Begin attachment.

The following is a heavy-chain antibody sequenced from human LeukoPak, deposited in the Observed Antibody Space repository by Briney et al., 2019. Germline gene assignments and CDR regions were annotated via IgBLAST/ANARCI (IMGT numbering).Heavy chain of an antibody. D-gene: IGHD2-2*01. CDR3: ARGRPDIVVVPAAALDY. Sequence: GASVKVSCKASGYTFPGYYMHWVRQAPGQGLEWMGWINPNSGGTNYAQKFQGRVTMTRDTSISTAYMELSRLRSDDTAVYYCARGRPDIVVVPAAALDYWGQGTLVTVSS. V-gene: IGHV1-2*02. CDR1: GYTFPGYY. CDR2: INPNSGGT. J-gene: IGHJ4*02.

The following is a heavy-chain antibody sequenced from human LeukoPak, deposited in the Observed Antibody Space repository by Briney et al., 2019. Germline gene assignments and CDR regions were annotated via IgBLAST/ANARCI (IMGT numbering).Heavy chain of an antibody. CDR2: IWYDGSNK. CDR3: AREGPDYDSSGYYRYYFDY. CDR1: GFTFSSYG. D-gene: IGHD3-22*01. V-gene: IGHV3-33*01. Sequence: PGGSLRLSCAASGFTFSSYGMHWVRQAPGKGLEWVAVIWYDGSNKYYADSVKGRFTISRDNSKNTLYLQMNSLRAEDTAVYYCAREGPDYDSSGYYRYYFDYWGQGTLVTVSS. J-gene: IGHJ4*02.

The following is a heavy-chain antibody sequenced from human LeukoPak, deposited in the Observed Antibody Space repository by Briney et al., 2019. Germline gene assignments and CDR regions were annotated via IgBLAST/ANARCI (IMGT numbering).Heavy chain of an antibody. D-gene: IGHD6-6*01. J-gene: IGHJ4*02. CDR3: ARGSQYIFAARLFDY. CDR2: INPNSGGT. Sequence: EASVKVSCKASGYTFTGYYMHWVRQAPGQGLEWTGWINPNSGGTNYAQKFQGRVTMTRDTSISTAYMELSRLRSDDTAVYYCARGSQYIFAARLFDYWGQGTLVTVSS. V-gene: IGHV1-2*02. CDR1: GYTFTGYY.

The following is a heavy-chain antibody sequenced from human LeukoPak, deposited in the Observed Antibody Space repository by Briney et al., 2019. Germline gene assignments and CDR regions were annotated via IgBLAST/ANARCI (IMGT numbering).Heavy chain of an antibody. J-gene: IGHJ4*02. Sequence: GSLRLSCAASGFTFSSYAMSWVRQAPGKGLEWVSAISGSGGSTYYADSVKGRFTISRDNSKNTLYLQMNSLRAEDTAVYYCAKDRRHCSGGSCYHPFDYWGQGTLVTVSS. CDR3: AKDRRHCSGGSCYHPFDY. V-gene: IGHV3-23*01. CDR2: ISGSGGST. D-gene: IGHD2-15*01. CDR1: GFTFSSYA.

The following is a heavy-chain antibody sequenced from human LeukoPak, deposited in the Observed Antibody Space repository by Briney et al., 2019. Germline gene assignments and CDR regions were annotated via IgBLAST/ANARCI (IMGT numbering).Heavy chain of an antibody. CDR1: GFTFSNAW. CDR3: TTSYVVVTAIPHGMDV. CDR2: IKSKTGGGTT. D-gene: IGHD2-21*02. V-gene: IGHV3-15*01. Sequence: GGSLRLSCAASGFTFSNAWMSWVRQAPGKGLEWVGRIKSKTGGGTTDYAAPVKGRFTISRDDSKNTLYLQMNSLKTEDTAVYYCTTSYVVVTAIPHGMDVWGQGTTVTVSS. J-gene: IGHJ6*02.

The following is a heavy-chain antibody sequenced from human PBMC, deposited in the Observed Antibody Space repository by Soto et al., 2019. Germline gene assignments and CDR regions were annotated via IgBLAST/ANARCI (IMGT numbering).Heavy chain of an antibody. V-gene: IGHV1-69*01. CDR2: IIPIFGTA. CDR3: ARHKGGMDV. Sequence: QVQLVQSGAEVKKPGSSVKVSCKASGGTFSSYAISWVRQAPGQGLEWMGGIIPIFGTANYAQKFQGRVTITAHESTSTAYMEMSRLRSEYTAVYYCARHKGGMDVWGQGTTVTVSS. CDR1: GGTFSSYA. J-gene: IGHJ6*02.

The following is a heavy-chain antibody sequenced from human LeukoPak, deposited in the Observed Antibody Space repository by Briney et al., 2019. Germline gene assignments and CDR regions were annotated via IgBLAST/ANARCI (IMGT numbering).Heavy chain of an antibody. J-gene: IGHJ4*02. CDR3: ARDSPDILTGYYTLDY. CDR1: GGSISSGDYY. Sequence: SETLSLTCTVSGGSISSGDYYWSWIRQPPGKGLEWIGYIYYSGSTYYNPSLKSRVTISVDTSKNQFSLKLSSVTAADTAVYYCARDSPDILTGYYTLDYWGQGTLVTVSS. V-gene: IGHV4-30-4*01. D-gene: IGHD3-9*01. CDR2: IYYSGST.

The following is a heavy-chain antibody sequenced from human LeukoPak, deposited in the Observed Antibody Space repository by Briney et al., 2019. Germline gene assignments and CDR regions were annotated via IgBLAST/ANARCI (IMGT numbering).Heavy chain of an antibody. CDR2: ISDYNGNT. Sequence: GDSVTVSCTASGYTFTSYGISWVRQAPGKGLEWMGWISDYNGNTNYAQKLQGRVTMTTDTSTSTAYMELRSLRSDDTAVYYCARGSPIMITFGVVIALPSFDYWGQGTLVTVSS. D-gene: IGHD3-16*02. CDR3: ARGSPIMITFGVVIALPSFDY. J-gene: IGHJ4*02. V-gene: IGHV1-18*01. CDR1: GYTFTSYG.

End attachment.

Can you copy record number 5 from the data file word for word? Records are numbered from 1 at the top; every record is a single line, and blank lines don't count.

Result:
The following is a heavy-chain antibody sequenced from human LeukoPak, deposited in the Observed Antibody Space repository by Briney et al., 2019. Germline gene assignments and CDR regions were annotated via IgBLAST/ANARCI (IMGT numbering).Heavy chain of an antibody. CDR1: GFTFSNAW. CDR3: TTSYVVVTAIPHGMDV. CDR2: IKSKTGGGTT. D-gene: IGHD2-21*02. V-gene: IGHV3-15*01. Sequence: GGSLRLSCAASGFTFSNAWMSWVRQAPGKGLEWVGRIKSKTGGGTTDYAAPVKGRFTISRDDSKNTLYLQMNSLKTEDTAVYYCTTSYVVVTAIPHGMDVWGQGTTVTVSS. J-gene: IGHJ6*02.